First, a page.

All in all, I do quite well with my diet, but guess what?  I've got news for you--it doesn't make me superior to other humans just because I'm a little more conscious about what I eat.

It doesn't make God like me better than you because I buy organic.  It may not even make me live longer just because I eat more fruits and veggies.  It improves my chances of not getting an illness that might kill me, but it doesn't protect me from oncoming trains or zombie apocalypse.  I'm not extra-special just because I raise my own pork and eggs.  It makes me happy to lead a more independent and "back to the land" lifestyle, but I don't think it's going to get me a Nobel prize or sainthood in the Catholic church.  I'm not going to gain scores of admirers or have small children ask for my autograph just because my wheat has more bran than your wheat.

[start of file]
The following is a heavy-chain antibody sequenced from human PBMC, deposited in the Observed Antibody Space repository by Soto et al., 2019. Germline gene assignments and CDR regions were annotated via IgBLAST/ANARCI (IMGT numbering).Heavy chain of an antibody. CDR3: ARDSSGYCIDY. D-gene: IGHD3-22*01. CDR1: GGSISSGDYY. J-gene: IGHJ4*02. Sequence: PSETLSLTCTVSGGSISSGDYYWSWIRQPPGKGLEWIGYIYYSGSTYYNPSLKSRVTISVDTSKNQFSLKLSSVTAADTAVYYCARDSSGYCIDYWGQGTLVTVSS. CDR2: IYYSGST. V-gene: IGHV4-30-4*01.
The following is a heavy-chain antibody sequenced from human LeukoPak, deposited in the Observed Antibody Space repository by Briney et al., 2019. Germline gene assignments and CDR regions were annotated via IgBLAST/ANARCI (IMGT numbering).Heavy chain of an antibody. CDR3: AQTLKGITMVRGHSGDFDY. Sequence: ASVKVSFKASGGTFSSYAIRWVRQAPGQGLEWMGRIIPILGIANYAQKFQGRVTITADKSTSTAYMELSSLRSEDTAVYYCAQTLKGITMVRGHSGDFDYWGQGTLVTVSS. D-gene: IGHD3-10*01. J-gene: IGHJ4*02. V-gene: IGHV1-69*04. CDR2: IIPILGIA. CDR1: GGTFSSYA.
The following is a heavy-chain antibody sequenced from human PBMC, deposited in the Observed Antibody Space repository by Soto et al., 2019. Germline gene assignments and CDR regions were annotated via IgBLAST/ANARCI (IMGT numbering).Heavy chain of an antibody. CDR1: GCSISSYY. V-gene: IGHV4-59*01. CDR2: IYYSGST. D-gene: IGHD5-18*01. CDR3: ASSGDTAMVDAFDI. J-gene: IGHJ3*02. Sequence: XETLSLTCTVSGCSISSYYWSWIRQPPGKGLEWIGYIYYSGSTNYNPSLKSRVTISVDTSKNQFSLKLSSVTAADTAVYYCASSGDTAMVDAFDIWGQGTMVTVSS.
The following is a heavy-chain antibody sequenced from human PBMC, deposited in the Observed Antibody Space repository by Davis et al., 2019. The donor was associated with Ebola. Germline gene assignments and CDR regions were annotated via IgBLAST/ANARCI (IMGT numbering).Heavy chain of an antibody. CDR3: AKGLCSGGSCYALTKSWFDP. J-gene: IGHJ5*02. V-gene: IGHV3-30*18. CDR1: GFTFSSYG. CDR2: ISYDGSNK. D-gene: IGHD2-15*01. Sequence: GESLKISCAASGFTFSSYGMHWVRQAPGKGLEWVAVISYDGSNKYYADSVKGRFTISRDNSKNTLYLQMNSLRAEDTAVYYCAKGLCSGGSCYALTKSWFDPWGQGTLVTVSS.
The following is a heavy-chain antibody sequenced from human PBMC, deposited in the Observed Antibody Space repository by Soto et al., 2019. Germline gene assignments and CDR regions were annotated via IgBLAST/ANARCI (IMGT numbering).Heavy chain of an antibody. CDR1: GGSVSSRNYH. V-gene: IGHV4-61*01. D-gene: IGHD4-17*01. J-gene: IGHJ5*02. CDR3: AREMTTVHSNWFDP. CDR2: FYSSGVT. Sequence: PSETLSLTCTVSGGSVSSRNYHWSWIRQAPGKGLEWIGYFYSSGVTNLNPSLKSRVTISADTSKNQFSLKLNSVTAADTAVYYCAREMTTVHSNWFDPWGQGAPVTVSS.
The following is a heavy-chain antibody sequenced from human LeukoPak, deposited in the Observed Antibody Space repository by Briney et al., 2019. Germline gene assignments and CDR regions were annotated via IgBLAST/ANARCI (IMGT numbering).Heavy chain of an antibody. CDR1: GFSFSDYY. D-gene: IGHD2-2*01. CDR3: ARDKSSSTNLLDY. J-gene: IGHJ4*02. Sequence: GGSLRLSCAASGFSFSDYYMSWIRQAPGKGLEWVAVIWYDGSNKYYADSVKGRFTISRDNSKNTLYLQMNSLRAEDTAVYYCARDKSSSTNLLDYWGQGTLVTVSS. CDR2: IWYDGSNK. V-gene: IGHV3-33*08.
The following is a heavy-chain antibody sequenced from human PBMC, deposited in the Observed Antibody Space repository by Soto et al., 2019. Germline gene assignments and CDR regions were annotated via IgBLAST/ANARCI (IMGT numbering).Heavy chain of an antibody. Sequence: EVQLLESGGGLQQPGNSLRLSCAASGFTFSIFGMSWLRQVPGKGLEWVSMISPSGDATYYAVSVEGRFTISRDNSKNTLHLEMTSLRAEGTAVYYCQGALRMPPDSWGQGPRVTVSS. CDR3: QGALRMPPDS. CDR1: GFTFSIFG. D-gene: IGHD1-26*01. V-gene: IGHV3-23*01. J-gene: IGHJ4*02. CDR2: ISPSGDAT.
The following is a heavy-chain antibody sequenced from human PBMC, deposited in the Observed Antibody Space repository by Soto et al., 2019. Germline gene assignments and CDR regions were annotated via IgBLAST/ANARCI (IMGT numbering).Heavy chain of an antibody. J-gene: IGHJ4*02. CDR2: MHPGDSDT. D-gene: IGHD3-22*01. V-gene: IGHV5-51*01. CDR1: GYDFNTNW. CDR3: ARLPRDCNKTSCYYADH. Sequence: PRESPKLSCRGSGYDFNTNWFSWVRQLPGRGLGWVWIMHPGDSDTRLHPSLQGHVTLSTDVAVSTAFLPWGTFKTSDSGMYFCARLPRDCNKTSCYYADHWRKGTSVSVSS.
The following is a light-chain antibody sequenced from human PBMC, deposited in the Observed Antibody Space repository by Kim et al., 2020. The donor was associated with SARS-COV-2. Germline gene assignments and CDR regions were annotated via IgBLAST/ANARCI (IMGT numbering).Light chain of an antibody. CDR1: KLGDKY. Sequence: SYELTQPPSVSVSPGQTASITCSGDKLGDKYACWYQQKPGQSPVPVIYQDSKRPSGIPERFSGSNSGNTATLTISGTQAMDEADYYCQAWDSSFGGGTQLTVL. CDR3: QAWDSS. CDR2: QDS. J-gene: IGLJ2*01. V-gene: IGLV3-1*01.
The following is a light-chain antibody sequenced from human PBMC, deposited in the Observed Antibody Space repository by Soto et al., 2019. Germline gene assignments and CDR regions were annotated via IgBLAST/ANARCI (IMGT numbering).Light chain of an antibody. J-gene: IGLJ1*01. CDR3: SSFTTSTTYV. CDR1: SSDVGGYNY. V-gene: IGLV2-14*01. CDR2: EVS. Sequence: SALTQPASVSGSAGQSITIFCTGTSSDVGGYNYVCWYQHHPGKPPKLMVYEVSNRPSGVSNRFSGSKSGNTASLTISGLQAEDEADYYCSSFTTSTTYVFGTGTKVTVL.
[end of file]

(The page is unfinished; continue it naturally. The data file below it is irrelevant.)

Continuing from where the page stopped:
I'm not saying that our food choices don't matter, because they really do.  I wouldn't be out feeding hungry pigs when it's 20 degrees outside or picking up food coop orders after an exhausting day at work if  I thought what I was doing didn't matter.  I have very healthy children.  My 15 year old caught a cold this month for the first time in years and was in absolute shock over it.  He literally thought he was going to die.  I've watched too many friends lose their woman-parts to cancer.  Healthy eating may not save me from that fate, but it's the one thing I can do to lessen my chances.  When I choose organic, acres of land and the surrounding environments are saved from pesticide poisoning.  When I choose local, I am strengthening my community in innumerable ways.  I could go on, but my point is that food choices DO matter.  They matter a lot.